9. Review and Evaluate. It is very important that you evaluate how your efforts are doing. Adjust and modify as needed. This evaluation should occur once a quarter, as well as annually. Your Revitalization Committee can monitor and report on progress of your Odd Fellows Lodge.

Good luck! We are rooting for you.

F – L – T

Dave Rosenberg
Past Grand Master
Jurisdiction of California

DMC – Scalability

Dear Dedicated Members for Change,

It is my pleasure to pass along to you an article written by Linea Bredenberg, Past Grand of Mountain View Lodge #244, which provides some suggestions on how smaller Lodges can grow and be successful. The concept discussed in the article comes from the business world. Query: Can it apply to the fraternal world?

I commend this interesting article for your reading pleasure.

F – L – T

Dave Rosenberg
Grand Master
Jurisdiction of California


 

Dear Brothers and Sisters,

I would like to take a moment to talk to you about the concept of scalability. This is something discussed in the world of entrepreneurship. Scalability is the capacity of an idea or an endeavor to be successful, both when a company is small and starting out, and also when the company gets larger.

I bring this up because, in this era of rebuilding and growth, Odd Fellowship has a lot in common with a Silicon Valley start-up. Lodges may run with a minimum quantity of members, and the leaders of the lodge often have to wear many hats in order for all of the work of the lodge to get done. Just like at a start-up, we’re interested in increasing the number of people involved, and we are especially, at this early stage, looking for “investors” to put in their time and energy before we are hugely successful.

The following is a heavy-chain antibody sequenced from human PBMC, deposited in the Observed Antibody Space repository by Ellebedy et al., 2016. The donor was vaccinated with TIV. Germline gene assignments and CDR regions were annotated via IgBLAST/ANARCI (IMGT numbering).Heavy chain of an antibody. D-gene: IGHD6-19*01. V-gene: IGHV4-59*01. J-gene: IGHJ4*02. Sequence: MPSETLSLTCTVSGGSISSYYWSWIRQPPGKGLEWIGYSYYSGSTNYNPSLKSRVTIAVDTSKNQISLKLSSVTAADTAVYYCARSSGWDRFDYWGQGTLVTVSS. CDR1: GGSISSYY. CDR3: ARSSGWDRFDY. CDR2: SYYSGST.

In order to get someone to invest in a start-up, one needs to do two things: put out a credible “minimum viable product, and sell them on the dream of what the organization can grow into once it gets larger.

Minimum viable product is produced when a business idea or endeavor is scaled down to a proof of concept having the most basic functionality needed to be successful. Investors often want to see that the idea can work before they are willing to help something grow larger. In our case, this means asking ourselves what we can do well with the number of people we have. Whether we are putting on a degree or other lodge event, it is far better to do less and to do it well, than to allow our big dreams of what we should be as an organization trick us into biting off more than we can chew.

For one example of this, let us look at the Three Degrees. Two of these degrees come in two possible respective legal forms. There is the form with which you might be most familiar, wherein lodge members dress up and act out Bible stories. There is also a minimum legal version of the degree wherein an officer gives a charge that carefully explains the meaning of the story in question, explicitly connecting it to the values and virtues that the degree is meant to instill in the candidate.

Presently, across our
jurisdiction it is common to see people reading their dramatic parts out of books. The overall impression is not of a drama or play, but of a dry-reading or rehearsal. The reason that this happens is obvious: the members of our lodges have a great deal to do and making it to the sheer number of rehearsals required to do this version of the degree credibly is just not practical.